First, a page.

I collected whatever semblance I could and quietly returned to my study. In a burst of unparalleled inspiration I quickly unlocked the plot trap I had written myself into, corrected the character flaw which sustained it, and advanced the work by several excellent pages.
The next few weeks, I remember, as a blur of productivity. The schedule I had fallen so woefully behind, I was now ahead of by weeks. I resumed my normal routine without incident, the less methodical cleaning and straightening after the children. Some nights, so caught up in my work, I ignored certain rooms especially upset by children’s activity, entirely.
A winter came and went.
The work was nearly complete, just tinkering left really, so I took to perching myself, nightly, on the front stairs overlooking the foyer. There I collected around me a generous pour of cognac, a fresh pack of cigarettes, and the crystal ashtray in which I had, once, collected marbles. From that vantage point, I observed, undetected, the House’s children’s games.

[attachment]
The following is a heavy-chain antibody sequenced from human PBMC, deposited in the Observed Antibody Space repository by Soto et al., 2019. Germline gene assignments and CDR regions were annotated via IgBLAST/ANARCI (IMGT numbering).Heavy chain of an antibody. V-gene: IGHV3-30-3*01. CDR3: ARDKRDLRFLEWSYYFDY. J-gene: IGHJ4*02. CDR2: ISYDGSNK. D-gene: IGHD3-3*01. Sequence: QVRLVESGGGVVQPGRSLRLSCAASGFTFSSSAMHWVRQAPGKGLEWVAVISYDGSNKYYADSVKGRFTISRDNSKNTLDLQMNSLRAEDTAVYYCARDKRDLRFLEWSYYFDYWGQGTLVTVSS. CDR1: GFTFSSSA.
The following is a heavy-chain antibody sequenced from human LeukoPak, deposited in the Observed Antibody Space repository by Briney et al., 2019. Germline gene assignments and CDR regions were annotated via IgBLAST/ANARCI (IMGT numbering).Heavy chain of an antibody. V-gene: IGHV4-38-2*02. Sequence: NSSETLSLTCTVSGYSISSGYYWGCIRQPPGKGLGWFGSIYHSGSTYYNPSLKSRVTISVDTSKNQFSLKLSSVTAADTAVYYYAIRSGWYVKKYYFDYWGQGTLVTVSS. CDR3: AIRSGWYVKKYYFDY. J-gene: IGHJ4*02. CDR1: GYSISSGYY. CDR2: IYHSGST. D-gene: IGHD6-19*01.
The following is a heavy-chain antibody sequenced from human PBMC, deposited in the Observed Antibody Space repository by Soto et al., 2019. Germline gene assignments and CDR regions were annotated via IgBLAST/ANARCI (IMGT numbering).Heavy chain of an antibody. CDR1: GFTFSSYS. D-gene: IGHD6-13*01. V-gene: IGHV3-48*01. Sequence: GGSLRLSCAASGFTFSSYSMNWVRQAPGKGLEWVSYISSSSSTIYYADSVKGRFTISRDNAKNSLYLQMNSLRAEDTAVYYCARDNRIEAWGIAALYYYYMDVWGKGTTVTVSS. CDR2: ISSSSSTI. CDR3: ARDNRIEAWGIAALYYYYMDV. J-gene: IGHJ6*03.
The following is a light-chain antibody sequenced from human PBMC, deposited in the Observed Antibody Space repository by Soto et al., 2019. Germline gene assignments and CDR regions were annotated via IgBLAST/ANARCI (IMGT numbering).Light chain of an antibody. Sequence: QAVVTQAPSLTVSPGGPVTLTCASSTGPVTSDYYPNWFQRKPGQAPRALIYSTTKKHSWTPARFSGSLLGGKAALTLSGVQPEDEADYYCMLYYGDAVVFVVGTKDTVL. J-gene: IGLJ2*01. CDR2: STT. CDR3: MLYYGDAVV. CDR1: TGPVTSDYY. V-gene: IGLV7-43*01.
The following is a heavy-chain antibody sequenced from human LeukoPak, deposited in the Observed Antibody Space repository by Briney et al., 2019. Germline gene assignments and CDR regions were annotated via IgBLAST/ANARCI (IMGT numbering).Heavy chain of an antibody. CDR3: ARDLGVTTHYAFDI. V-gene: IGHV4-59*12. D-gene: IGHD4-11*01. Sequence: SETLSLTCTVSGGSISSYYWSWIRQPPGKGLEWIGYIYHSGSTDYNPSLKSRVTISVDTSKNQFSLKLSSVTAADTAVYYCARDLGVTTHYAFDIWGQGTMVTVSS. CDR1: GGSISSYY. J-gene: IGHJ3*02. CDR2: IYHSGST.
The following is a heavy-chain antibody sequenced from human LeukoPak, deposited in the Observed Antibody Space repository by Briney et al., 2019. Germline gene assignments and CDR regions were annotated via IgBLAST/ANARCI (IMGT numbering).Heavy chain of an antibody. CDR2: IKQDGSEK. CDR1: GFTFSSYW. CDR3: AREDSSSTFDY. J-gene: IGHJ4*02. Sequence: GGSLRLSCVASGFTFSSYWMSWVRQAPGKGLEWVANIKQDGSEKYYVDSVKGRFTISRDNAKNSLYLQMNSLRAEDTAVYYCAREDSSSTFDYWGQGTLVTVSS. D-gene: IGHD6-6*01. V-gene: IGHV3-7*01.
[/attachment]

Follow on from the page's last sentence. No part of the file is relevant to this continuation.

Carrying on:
I watched them chase each other in games of tag; saw the frantic dispersal, then anticipated waiting of hide and seek; witnessed naked foot races of speed and stamina, catching only the lap which briefly shot past; I saw the imaginary gore of violent war games and each night before resuming my work I would peek in on the tiny huddle of exhausted, entangled limbs amassed in the Great Hall. A tremendous joy flooded me during that time, whether it was from the emerging contentment I derived from my soon-to-be-completed work or whether it came from some other source, I am reluctant to say. But happiness, itself, overwhelmed my last few weeks in the House.
The last six months have been a whirlwind of chaotic activity. Lecture engagements, rebuttals to errant critics, and no center for any organizing routine. Each night I sleep in a room remarkably familiar, but slightly different than the previous night’s.
And it is only now staring out a smoky window, high above a nameless city, that I realize to what extent I miss those childlike ghosts, haunting that House where I once lived. I wonder if they have moved out of the fruit cellar to leave shoes, marbles, and burnt matches for their next guest.